What is “The North”?

If Transport for the North (TfN) is to collaborate successfully with all who are engaged in the devolution agenda, it is vital to achieve maximum public goodwill from all parts of its area of operation. This raises the question, what is “The North [of England]”? Is it to be defined by…

  • geography (“north of a line drawn westward from the Wash and heading for the tip of the Llŷn Peninsula”)
     
    or by
     
  • supposed cultural attributes (“north of the Watford Gap”)?

The ‘North’ in TfN is of course the North of England, as recognised in a Memorandum of Understanding between TfN and the Welsh Government. (It would appear that no such understanding has been reached with the Scottish Government.)

The central “Trans-Pennine” belt (from Liverpool to Hull) is undoubtedly the core of ‘The North’, but beyond this there may be some doubt as to local willingness to buy into an umbrella body such as TfN:-

  • The newly emerging Sheffield City Region extends into northern parts of Derbyshire and the north of Nottinghamshire; however, there will inevitably be an element of ambiguity as these areas work through a process of dis-engagement with Derby and Nottingham in favour of re-alignment towards Sheffield;

  • Parts of north-west Derbyshire that were historically included in Cheshire and which relate most obviously to Greater Manchester; although usually now taken as part of the East Midlands, these may be judged to fall naturally into TfN territory;

  • To the south-west, the outskirts of Chester border upon North Wales, where Glannau Dyfrdwy (Deeside) has long-standing links with Chester and Liverpool;

  • To the south-east, North Lincolnshire is possibly somewhat less on board. The opening of the Humber Bridge led to the creation of Humberside, but this did not prove popular. Indeed, trans-Humber links may even have lessened thanks to the loss of rail services aligned with the historic ferry operating straight into to the City of Hull. North Lindsey and West Lindsey probably feel greater kinship with the City of Lincoln rather than Hull, Doncaster, or Sheffield;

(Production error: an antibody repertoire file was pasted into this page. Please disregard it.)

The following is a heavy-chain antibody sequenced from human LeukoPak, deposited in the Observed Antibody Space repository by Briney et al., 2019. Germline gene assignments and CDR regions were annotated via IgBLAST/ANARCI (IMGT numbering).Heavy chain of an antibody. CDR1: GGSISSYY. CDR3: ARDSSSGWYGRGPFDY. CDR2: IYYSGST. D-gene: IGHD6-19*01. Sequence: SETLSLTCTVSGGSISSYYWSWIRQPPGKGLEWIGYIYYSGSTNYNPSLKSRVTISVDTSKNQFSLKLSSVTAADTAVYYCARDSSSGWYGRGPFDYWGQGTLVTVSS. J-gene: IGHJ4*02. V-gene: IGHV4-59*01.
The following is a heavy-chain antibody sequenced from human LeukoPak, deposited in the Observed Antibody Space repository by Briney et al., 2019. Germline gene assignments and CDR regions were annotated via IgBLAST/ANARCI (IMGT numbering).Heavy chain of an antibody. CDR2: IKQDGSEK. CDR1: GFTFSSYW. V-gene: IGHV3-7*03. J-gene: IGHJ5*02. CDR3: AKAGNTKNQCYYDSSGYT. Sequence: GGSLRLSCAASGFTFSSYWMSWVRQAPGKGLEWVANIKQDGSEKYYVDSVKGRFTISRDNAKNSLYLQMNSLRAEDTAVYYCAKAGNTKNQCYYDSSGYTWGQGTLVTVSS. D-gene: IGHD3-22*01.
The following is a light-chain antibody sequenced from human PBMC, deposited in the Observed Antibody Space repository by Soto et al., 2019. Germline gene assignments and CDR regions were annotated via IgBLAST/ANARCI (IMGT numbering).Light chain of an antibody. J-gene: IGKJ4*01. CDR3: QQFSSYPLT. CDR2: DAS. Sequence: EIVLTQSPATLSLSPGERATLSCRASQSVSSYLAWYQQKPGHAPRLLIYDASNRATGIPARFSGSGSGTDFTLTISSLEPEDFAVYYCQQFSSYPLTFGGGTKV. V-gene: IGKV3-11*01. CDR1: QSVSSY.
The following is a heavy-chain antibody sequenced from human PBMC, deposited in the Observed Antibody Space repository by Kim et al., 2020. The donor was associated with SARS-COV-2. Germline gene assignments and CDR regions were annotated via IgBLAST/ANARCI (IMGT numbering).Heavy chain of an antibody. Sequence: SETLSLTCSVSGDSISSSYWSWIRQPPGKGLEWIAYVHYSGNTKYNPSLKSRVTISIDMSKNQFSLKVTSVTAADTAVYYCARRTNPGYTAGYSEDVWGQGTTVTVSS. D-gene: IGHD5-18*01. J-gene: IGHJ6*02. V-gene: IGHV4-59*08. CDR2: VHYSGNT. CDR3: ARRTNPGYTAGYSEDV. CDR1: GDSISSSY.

• The North-East of England and the North-West of England, including some ‘frontier’ localities such as Carlisle and Berwick-upon-Tweed, each with a significant hinterland extending across the border with Scotland.

 

Emergence of “The North”

Perhaps best not to go back as far as the ancient Kingdom of Northumbria...

In media terms, pan-northern awareness became crystallized through the introduction of BBC Regional radio opt-outs from the National Programme, later the Home Service. As the northern centre for newspaper production, Manchester was a natural location for the main regional studios, and a transmitting station at Moorside Edge was able to straddle the Pennines. Thoughts of establishing a BBC Region for North-East England were scuppered by a shortage of frequency allocations, which meant that the Stagshaw transmitter (with repeater in Scarborough) was obliged to carry Northern Ireland programming!

With the advent of television, the BBC was once again able to cover the greater part of northern England from a single Band I transmitter at Holme Moss. The defining moment came with the introduction of commercial television, when output from Quay Street studios in Manchester was offered both locally and nationally with the iconic Monday to Friday ident, “From the North, this is Granada”. Although the use of Band III meant that the Independent Television Authority needed two transmitting sites (Emley Moor in Yorkshire and Winter Hill in Lancashire) to cover the North, the programming was identical (apart from Welsh Language programmes broadcast in the west but not in the east).